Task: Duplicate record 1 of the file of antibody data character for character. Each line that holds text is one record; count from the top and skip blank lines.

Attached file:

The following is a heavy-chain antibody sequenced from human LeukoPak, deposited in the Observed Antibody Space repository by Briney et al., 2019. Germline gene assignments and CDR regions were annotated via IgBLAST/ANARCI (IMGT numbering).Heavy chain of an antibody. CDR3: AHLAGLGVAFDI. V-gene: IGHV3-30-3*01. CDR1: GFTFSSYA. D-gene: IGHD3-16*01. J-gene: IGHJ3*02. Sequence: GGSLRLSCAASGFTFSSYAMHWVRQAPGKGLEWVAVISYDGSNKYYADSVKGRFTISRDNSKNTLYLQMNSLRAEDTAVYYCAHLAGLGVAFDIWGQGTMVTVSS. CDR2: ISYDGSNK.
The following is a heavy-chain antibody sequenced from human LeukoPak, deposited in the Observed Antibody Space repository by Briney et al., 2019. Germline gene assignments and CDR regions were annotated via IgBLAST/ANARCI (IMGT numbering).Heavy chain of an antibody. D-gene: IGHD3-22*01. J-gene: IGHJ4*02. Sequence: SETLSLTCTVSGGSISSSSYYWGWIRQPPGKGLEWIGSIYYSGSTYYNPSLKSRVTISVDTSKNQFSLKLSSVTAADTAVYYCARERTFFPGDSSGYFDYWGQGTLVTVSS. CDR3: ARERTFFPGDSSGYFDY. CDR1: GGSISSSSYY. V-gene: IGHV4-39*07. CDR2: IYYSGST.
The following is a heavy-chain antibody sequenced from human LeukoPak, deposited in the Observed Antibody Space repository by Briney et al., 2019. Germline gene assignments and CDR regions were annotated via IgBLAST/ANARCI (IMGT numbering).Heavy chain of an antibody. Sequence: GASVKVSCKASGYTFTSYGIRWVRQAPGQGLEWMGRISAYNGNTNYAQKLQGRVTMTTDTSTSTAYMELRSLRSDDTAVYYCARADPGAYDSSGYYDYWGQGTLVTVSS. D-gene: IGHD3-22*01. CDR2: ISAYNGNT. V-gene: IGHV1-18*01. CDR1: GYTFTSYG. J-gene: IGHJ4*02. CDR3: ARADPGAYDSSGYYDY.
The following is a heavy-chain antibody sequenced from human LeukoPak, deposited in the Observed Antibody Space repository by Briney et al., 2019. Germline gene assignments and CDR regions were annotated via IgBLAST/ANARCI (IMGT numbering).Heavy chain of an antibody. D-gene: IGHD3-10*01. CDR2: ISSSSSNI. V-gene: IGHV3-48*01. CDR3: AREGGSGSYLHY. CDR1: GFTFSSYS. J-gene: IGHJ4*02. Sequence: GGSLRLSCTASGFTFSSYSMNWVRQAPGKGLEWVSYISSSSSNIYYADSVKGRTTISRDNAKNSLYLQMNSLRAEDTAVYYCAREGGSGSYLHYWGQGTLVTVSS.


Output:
The following is a heavy-chain antibody sequenced from human LeukoPak, deposited in the Observed Antibody Space repository by Briney et al., 2019. Germline gene assignments and CDR regions were annotated via IgBLAST/ANARCI (IMGT numbering).Heavy chain of an antibody. CDR3: AHLAGLGVAFDI. V-gene: IGHV3-30-3*01. CDR1: GFTFSSYA. D-gene: IGHD3-16*01. J-gene: IGHJ3*02. Sequence: GGSLRLSCAASGFTFSSYAMHWVRQAPGKGLEWVAVISYDGSNKYYADSVKGRFTISRDNSKNTLYLQMNSLRAEDTAVYYCAHLAGLGVAFDIWGQGTMVTVSS. CDR2: ISYDGSNK.